R: After a period of relative stability (same manager for eight seasons, consistent European qualification) last season was a challenge. A new manager appointed last March, and the season kicked off with a degree of optimism as crowds were finally allowed back into Scottish grounds. Unfortunately the season probably peaked on the first night (a 5-1 win over BK Häcken of Sweden in the Conference League qualifiers). After a difficult campaign the manager lost his job in February and was replaced.
Previous manager (Stephen Glass) was attempting to install a more progressive style of play. With a lot of onus placed on the full backs as attacking threats in a 4231 shape. This suited Calvin’s game and contributed to a host of his early season assists.However, the defending was chaotic all season long, and this was his ultimate undoing.
The new manager (Jim Goodwin, brought in from St Mirren) has played a more constrained 451/433. It’s been a tough watch so far, and he’s already under some pressure ahead of next season.

2. Young Calvin Ramsay has been rumoured to be a Liverpool transfer target this summer, how would describe him as a player?
GS: Calvin has been one of the few bright sparks in our season. He made his debut at the back end of last season and it was obvious we had a talented player on our hands. He is a versatile full back who plays on the right and is very positive going forward. He can take corners and his delivery into the box is generally very good. I still feel he has a bit to learn defensively and improve his fitness, but we can forgive him on the fitness side of things given this was his first full season and with him being so young. With the right coaching and more game times he will only get better.
R: Fearless. Very good on the ball, both from open play and from set-pieces. We feared he was pretty one-footed until he bashed in his first senior goal in March with his left foot from 25 yards. As above, encouraged to focus on attack in the early part of the season, feels less certain with the defensive side of the game so far.

3. When did he first get into your first team and how has he developed since then?
GS: He made his debut towards the end of last season, but has played more regularly this season. See above for development comments.

R: Has been spoken about within the club for a number of years as a serious prospect. Made the bench as a (just-turned) 16 year old for the opening game of the 2019-20 season. Injuries and the team’s struggles for form meant he didn’t actually make his debut until March 2021. Started the 21-22 season with fans thinking they’d maybe see him feature off the bench, but he started most games and was a pivotal player, racking up a host of assists from that right side, and also from his dead ball delivery.
Injury in October disrupted his campaign, when he returned in December teams knew about him, had started to work out how to handle him, plus he had the almost constant transfer speculation from that point.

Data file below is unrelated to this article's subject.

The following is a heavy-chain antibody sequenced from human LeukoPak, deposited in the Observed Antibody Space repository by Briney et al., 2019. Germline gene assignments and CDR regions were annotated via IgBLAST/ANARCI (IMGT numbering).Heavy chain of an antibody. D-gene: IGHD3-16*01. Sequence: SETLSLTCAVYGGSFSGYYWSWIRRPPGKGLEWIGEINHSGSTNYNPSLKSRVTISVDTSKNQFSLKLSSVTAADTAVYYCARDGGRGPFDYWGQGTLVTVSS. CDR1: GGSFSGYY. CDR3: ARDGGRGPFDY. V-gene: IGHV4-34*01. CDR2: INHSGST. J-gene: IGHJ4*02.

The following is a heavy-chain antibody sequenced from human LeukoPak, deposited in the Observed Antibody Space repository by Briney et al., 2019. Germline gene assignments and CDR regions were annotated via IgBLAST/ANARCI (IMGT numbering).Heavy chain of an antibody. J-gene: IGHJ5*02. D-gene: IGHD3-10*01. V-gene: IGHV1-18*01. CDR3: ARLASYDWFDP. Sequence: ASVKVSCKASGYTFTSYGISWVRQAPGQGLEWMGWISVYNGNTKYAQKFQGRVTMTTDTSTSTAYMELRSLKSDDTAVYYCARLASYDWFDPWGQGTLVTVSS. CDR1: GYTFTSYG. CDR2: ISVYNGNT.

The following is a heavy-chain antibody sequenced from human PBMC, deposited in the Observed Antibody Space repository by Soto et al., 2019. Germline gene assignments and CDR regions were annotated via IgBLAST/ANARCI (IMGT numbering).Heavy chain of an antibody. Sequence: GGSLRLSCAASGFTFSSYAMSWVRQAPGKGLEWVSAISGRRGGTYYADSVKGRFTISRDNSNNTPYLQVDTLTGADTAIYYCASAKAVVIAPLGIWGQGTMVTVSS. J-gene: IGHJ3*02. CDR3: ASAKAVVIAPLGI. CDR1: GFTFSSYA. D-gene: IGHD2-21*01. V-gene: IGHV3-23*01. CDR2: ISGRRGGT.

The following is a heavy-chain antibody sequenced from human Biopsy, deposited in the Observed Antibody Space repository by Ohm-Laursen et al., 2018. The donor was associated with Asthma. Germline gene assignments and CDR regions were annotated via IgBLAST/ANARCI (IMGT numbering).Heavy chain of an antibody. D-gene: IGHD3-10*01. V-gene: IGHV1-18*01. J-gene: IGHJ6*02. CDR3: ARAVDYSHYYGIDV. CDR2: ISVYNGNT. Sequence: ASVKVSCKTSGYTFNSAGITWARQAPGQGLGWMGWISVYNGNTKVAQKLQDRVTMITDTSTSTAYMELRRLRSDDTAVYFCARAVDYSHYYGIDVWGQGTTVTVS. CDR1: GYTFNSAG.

4. The rumour is that Liverpool want him as a backup for Alexander-Arnold, do you think he is ready for a role like that?
GS: That’s tough. I am not quite sure he is a ready made replacement to step into Trent’s shoes if he was rested. As I mentioned I still think there is a few bits Calvin needs to work on. But studying under Jurgen & TAA I am sure he will quickly improve on those areas and he will certainly give his all if called upon.

R: Obviously  there’s a massive jump between the standard required in the SPFL and what’s required at one of the best sides in the world, but I do think he’s got the ability and the temperament to step up. The question marks at the moment would be over whether he has the pace to recover his defensive position, which is something Klopp’s full backs have to have, and his fitness levels. From Calvin’s point of view, he really just needs to play games to build his match experience – he has fewer than 40 first team starts to his name at the moment – is Liverpool the best place for that, or is he better suited going to the likes of a Leeds and potentially seeing more minutes?

5. Finally, Andy Robertson is a huge favourite among Liverpool supporters, what is the general thought about him in Scotland?
GS: Robbo is great, as a big Scotland fan I love his passion towards the national team and trying to get us back to another major tournament. It is great to see him flourishing in the Premiership.

R: General opinion would have been more positive prior to Wednesday night against Ukraine!
I think there’s pride at seeing someone who came up through the lower leagues here, and played in the Premier Division succeed at the highest level. He also seems to go about things the right way with his charitable work etc, although his recent decision to promote NFTs on his time line raised some eyebrows.
There’s always a challenge when it comes to International football and players spend all year focusing on playing under a very specific system, and then have to adapt to a different set-up in very short order. In trying to accommodate both Tierney and Robertson into our side I think Andy’s come off worst.